In their bid to solidify support for a new stadium in Arden Hills, the Minnesota Vikings are considering paying more money than the team already pledged to its construction and accept a fixed roof to limit the total cost.

Vikings Vice President Lester Bagley said on Wednesday that the team could "potentially" provide more than its currently offered $407 million toward the proposed Arden Hills stadium. However, no formal announcement is imminent.

As for a non-retractable roof more like the Metrodome's, Bagley said, "we're trying to bring the cost down to make it work. It's got to work physically and financially."

Bagley cautioned that all components of the deal are under discussion and that nothing is final. Since a deal was announced in May, reports have indicated that the overall price has fallen as much as $200 million and the team has boosted its proposed share by $30 million. Bagley said owner Zygi Wilf won't reveal details until a deal is finalized.

The preliminary agreement called for the Vikings to contribute $407 million, the state to add $300 million and Ramsey County to contribute $350 million, largely through a countywide sales tax increase.

Bagley's comments came as the Ramsey County Charter Commission began deliberations on whether a countywide referendum should be required before such a sales tax could be levied.

Andy Cilek, president of the Minnesota Voters Alliance, wants the voters' voices heard on the tax issue. "I'm concerned they're going to move forward without letting the voters vote on it," he said.

St. Paul voters, who make up more than half of Ramsey County's population, soundly rejected a sales tax proposal to build a Twins stadium in 1999.

On Wednesday, the Charter Commission agreed to conduct two public hearings in the next six weeks and to convene immediately after the second hearing a special meeting to vote on ballot language. The language they intend to use as a starting point: "Shall Ramsey County be prohibited from using any revenues, including those raised by taxes or bonding, to fund or assist in funding a Major League Baseball or National Football League sports team or stadium."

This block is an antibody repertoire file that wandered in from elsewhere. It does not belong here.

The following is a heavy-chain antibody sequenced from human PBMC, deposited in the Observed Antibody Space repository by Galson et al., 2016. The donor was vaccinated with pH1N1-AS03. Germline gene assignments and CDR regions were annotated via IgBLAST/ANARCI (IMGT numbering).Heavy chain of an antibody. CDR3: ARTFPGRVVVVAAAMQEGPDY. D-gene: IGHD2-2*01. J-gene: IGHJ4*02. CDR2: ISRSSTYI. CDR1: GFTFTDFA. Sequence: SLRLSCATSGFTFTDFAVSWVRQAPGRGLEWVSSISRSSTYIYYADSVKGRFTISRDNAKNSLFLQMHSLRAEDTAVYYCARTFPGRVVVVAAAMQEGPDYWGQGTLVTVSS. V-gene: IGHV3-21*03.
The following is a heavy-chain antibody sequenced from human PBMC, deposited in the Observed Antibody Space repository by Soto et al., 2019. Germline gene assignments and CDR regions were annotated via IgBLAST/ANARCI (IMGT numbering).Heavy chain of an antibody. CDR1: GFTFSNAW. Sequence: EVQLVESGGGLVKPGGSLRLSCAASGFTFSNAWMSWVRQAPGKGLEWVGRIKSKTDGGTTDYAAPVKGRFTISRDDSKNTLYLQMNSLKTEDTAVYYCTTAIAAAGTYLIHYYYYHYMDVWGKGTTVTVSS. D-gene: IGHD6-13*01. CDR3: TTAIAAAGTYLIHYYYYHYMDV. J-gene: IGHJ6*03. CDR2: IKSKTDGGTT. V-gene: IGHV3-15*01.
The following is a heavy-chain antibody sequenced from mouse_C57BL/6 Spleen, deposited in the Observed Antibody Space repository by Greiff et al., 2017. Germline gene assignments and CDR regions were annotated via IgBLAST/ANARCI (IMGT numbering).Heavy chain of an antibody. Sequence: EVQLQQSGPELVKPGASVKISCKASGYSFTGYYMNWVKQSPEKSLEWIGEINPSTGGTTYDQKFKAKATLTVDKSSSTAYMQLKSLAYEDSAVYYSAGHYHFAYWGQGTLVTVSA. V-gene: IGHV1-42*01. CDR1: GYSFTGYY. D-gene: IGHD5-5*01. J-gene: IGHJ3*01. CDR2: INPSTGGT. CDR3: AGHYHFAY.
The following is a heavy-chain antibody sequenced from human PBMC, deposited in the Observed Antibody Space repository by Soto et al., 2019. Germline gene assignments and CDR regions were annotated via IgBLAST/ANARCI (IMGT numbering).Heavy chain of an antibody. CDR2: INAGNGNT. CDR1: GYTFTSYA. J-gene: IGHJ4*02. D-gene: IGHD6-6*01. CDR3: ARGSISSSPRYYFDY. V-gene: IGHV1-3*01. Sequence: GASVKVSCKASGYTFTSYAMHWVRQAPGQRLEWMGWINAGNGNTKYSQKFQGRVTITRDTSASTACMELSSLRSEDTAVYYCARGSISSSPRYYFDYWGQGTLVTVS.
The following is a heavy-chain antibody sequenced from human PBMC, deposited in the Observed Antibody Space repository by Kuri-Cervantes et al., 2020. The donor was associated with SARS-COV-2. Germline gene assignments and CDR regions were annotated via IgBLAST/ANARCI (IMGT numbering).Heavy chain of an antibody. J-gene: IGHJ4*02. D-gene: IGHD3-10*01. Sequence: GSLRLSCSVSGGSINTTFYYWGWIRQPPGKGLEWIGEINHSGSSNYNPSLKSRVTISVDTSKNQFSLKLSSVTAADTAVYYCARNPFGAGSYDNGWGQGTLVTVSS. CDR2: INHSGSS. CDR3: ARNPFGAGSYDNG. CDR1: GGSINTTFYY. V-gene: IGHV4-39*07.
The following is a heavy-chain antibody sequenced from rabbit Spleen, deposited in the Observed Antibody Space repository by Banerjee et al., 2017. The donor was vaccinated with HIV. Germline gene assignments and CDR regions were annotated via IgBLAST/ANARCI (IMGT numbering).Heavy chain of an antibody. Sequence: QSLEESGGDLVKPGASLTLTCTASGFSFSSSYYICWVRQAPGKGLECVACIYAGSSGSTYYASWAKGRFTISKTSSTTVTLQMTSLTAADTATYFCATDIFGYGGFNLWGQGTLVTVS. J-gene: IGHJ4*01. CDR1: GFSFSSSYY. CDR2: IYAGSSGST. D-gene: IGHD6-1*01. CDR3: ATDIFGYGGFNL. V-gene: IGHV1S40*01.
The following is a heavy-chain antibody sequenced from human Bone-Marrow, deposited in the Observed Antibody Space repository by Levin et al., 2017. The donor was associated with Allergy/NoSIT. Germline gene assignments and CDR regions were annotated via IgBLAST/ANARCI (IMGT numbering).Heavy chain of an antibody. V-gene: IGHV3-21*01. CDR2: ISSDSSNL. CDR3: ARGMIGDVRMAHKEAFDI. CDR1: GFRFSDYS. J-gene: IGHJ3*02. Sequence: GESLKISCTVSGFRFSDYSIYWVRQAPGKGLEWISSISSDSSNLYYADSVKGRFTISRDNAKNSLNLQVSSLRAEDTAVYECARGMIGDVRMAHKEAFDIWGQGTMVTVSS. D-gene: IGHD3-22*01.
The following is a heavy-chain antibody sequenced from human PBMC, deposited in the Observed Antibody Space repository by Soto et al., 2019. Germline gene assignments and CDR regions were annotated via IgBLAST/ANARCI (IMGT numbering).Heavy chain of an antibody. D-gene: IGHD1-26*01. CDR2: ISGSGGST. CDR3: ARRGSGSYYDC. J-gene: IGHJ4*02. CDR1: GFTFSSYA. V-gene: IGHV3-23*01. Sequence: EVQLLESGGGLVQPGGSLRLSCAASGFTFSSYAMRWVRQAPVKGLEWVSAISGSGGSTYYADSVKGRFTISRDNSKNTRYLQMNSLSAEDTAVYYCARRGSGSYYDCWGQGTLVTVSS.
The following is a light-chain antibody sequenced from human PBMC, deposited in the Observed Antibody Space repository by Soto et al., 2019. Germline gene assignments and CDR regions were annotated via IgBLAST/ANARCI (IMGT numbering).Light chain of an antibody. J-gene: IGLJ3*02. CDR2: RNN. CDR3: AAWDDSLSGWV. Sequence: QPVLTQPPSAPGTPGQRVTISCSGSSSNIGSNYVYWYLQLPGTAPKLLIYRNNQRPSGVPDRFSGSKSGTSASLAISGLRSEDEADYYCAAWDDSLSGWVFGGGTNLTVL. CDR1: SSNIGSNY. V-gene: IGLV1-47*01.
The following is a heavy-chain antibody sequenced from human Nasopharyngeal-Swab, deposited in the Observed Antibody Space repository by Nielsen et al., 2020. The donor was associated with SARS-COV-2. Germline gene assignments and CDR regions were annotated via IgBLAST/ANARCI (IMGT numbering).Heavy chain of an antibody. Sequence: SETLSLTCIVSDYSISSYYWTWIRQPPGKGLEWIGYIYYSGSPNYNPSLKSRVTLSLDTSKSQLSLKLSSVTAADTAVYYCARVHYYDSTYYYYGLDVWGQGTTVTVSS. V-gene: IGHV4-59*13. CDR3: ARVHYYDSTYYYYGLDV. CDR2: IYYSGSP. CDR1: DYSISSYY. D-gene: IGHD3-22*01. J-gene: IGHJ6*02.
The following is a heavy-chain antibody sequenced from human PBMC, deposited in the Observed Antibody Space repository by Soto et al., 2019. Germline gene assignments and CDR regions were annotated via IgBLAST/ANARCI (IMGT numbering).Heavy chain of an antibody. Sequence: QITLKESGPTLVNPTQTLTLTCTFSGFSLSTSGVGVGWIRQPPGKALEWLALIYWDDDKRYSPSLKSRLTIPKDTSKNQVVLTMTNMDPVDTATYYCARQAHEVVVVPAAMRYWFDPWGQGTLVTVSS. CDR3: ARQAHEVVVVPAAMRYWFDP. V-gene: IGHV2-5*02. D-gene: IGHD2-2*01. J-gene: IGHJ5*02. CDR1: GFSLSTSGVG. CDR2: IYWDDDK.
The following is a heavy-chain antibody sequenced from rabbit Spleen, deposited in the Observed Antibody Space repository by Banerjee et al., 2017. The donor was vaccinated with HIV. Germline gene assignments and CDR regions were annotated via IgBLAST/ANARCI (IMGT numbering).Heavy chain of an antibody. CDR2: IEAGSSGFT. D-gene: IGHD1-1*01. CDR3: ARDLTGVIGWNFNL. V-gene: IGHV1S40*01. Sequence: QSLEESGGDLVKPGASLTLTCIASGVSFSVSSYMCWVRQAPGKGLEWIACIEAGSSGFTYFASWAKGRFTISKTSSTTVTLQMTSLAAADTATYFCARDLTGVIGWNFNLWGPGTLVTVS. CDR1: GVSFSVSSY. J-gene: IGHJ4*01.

No dates were chosen for the meetings.

The question couldn't go to voters until 2012, but commission member Rod Halvorson said he thinks that if the ballot issue moves forward, stadium supporters will find another revenue source instead of the "very inappropriate" sales tax.

Or, he said, if the commission agrees to put it on the ballot, a stadium decision will be "put off until after the vote."

Although the Legislature could vote to prohibit a referendum, Halvorson said he thinks Ramsey County's unique charter would allow it to proceed. Hennepin County wasn't required to have a referendum for the 0.15 of 1 percent sales-tax increase it levied to help pay for Target Field.

Assistant County Attorney Phil Carruthers has said the issue is likely to end up in the courts.

Bagley said the team is meeting weekly with state and county officials to work out details, including road costs and environmental issues. Until everything is done, Bagley said, nothing is done.

Rochelle Olson • 651-735-9749 Twitter: @rochelleolson